April 19, 2007
Update: Thanks to everyone who wrote and called last week in support of Temporary Protective Status for Haitians in the U.S. Six more legislators have signed on as co-sponsors in the last week, for a total of 30, a small victory. So far no changes in the status of the 101 refugees who made it to shore, or their supporters who are engaged in a hunger strike (for more, see our Haitian Refugees Land in Florida section).
We had a bigger victory on the political prisoner front. After 11 months, the Gonaives Appeals Court released its decision in the La Scierie case last Friday. The Court dismissed the charges against five defendants, including former Prime Minister Yvon Neptune and former Minister of the Interior Jocelerme Privert. The five were all government employees at the time of the alleged crimes, and the Court found that they could not be tried by ordinary courts, but only through a constitutional process similar to impeachment in the U.S. The decision was 50 handwritten pages long. We hope to have a typed version up soon; we have scans of the last 2 pages, which we will be happy to email.
Some bad news: journalist and activist Edouard Johnson was assassinated in Gonaives on Friday.
Coming Attractions:� On April 21, the Haiti Solidarity Network of the North East (HSNNE) will honor human rights lawyer Bill Quigley and community activist Ninaj Raoulat its Annual Dinner Dance in Bayonne, New Jersey. Bill helped represent political prisoner Fr. Gerard Jean-Juste, Ninaj is the Executive Director of Haitian Women for Haitian Refugees in New York City.
This Week�s Action comes in two parts:� Part I, Celebrate:� The Appeals Court victory is not the victory that Mr. Neptune and his co-defendants deserve, and the prosecutor had recommended, because it does not recognize the absence of evidence against them. But it is a victory, because it ends almost three years of legal struggle, including over two dangerous years in prison for Mr. Neptune and Mr. Privert. Credit is due Mario Joseph and his legal team at the Bureau des Avocats Internationaux, but the lawyers never would have had their day in court without the persistent pressure applied from outside Haiti. So if you have participated in any of the dozen Half-Hour for Haiti alerts related to the La Scierie case, pat yourself on the back, with one hand.
Part II, Write: With the other hand, write or type. The bad news in the La Scierie appeals decision is that it sends the case back to the trial court for more proceedings against several defendants, including two who are in prison, former legislator Amanus Maette (arrested March 2005) and Hora Jean-Baptiste (arrested August 2005). The court, after considering for 11 months, concluded that it did not have enough information to determine whether there was enough information to send the defendants to trial.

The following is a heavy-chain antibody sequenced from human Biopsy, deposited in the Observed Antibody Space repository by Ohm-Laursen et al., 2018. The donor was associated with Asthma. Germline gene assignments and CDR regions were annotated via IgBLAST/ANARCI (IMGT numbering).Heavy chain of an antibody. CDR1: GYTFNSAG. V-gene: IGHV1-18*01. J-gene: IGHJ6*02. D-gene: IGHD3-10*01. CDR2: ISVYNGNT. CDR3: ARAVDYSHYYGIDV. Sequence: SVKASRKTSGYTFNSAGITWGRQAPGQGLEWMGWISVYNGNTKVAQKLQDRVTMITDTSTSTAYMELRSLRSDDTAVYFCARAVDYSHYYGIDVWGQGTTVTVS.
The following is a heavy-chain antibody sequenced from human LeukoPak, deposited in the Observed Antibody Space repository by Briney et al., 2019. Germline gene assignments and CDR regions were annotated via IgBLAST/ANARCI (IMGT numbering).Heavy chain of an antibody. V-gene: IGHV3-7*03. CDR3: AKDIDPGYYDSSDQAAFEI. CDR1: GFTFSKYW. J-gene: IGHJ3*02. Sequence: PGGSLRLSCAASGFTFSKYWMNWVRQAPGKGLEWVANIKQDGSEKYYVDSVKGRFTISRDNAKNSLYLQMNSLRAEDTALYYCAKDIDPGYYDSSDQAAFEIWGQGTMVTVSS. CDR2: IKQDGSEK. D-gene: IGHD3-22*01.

This latest delay, stacked on top of all the other delays, is outrageous. The courts have had three years to investigate the case, and if it they cannot come up with evidence to justify a trial in that period, the case should be abandoned. Although the Executive Branch should not improperly interfere with the judiciary, it does have power to urge the immediate provisional release of the incarcerated defendants, and the prompt dismissal of the outstanding charges.
Please write to President Pr�val urging him to take every possible step to stop the persecution of the La Scierie defendants. A sample letter is at the bottom, feel free to customize it. You may send yours directly to President Pr�val by regular mail, or to us by fax: (206) 350-7986 (a U.S. number) or email: firstname.lastname@example.org, and we will ensure that it is delivered.
Son Excellence Ren� Pr�val
Pr�sident de la R�publique d� Ha�ti
I am writing to urge you to take every possible step to end the persecution against the defendants in the La Scierie case, which has now gone on for over three years. The April 13 Appeals Court decision dismissing the charges against five defendants was a step in the right direction, and I thank you for all that you and your government did to make that possible. But more needs to be done.
The continued persecution against the remaining La Scierie defendants, including Amanus Maette, now imprisoned for over three years, and Hora Jean-Baptiste, imprisoned since 2005, is unjustified and unacceptable. If the courts have not found evidence justifying a trial in three years of investigating, they should dismiss the case.� The courts have repeatedly violated the defendants� rights guaranteed under Haiti�s Constitution and laws and international human rights laws, including procedural rights and the right to be free from unjustified pre-trial detention. The Appeals Court decision is just the most recent example- Haitian law entitled Mr. Maette to a decision on his case within a month of his appeal, which was filed in October 2005, so it was 17 months late. Furthermore, the court did not even rule on Mr. Maette�s request for pre-trial release (main lev�e). For defendant Wantales Lormejuste, the decision is not only too little, it is too late- he died in prison in January, never seeing his day in court.
Please stop this persecution by encouraging and assisting your governments� prosecutors to immediately petition the courts to grant main lev�e for Mr. Jean-Baptiste and Mr. Maette; and by conveying to the Courts, by every appropriate means, the Executive Branch�s determination that the case against the La Scierie defendants should be dismissed.